Like most exercises or sports, dancing has physical benefits on our body and overall health. The NHS encourages dancing as a physical activity to help improve fitness and evidence shows that “regular dancing is great for losing weight, maintaining strong bones, improving posture and muscle strength, increasing balance and co-ordination and beating stress” (NHS). Whilst most us are aware of the physical benefits dancing has on our bodies; an increased emphasis is needed on the advantages dance can have on our mental health.
With the growing importance of reducing the stigma around depression and anxiety we wanted to raise awareness of the benefits dancing has on mental health.
No matter your age or gender, one in 3 of us will experience a traumatic event at some point in our lives. This can severely impact upon our mental health (Mental Health Awareness Week).
Extensive research has been invested into the benefits dancing has on mental health and research has identified that “dance and movement are known to have physical and psychological benefits for those with mental illness” (BBC). This is because dance uses their body to express emotion and people suffering from mental illness often find it hard to express their feelings, as a result dance provides an opportunity for individuals to communicate their feelings. (The Guardian)
When dancing an ample flow of mood-improving chemicals is released helping to elevate our mental state; even one lively dance session has been proven to reduced depression in comparison to vigorous exercise or listening to music according to research conducted by The Arts in Psychotherapy.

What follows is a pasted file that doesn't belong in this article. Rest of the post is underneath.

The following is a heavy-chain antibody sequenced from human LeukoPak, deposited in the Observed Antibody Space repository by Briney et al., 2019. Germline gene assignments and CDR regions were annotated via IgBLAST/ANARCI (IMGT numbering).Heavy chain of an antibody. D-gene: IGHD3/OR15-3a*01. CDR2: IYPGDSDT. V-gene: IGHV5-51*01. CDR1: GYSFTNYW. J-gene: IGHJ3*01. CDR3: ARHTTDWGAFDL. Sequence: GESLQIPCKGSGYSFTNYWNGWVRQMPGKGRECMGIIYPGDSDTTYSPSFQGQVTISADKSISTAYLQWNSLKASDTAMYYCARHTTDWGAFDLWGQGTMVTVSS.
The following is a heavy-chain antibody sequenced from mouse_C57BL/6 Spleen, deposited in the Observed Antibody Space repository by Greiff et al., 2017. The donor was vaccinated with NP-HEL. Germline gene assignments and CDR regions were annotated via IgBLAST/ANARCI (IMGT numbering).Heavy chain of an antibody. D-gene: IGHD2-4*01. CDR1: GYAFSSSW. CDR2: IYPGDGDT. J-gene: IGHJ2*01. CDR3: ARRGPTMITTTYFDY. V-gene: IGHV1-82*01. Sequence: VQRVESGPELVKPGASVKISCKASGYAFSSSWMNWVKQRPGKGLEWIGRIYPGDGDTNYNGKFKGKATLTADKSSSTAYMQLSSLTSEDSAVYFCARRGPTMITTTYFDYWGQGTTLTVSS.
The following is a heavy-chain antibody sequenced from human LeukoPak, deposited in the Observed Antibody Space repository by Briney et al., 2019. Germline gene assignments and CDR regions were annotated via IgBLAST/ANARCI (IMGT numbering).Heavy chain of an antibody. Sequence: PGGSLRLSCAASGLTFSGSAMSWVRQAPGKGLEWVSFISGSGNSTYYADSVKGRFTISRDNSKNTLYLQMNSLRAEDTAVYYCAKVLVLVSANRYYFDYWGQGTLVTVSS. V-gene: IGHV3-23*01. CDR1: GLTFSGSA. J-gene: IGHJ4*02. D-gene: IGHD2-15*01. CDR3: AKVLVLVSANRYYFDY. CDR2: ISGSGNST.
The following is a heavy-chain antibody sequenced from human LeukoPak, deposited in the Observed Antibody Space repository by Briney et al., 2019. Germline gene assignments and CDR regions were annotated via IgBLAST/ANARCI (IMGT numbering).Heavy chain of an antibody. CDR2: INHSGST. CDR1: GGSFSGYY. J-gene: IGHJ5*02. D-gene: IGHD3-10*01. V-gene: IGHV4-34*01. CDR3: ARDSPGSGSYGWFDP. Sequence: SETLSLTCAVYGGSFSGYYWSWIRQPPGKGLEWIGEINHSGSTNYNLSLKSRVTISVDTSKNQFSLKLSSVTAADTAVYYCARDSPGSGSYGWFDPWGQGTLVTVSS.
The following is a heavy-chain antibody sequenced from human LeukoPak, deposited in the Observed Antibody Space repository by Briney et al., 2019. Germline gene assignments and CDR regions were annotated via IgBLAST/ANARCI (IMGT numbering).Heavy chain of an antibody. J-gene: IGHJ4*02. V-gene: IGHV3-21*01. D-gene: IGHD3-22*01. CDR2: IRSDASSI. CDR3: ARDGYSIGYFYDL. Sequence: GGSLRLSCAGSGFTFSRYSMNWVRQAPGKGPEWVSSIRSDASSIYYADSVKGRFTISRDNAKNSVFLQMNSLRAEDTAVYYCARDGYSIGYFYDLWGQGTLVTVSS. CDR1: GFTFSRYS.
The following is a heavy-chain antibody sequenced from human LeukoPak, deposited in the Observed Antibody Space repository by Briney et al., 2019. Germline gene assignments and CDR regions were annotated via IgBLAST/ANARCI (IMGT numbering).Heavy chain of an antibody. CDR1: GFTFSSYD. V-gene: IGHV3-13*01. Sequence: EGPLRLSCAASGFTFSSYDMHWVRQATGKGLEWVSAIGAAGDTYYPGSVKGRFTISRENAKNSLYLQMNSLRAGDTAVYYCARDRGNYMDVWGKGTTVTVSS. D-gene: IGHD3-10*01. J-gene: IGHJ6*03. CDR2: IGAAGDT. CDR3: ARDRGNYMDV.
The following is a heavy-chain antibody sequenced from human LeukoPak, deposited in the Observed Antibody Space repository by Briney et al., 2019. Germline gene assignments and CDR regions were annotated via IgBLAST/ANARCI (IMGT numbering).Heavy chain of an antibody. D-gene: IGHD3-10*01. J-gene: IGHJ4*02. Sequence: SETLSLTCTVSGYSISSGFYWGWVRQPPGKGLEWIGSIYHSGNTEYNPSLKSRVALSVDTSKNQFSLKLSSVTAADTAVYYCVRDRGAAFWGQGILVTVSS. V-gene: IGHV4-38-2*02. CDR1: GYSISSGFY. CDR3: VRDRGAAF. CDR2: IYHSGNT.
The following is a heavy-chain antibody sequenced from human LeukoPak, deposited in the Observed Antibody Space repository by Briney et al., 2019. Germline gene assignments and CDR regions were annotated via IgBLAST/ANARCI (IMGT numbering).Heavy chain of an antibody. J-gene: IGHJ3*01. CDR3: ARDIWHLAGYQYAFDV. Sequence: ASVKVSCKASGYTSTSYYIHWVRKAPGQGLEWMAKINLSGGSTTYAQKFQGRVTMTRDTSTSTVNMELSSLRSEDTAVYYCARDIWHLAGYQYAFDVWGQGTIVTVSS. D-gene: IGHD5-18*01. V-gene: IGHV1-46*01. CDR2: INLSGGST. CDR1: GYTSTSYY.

Additionally, whilst the physical movement of dance helps reduce stress, anxiety and depression, dancing with others also helps us feel more connected and social. Dance classes can encourage social bonds and friendships which are key factors in improving our mood and mental health.
There is a wide range of dance genres available including ballet, tap, modern, street, jive, line, salsa, ballroom, Zumba and Wheelchair dancing; so you are guaranteed to find a style of dance which you love.
With such a diverse range of dance genres available to keep us physically and mental fit, whilst also providing the opportunity to develop new relationships, we can’t think of any reason not to start dancing!
If you are struggling with stress, anxiety or depression, or know someone who is, consider trying dance as a form of therapy. Search for your local classes now on the NHS website. However, dancing should not replace seeking out help from a professional, dance is just one tool to help you stay mentally healthy.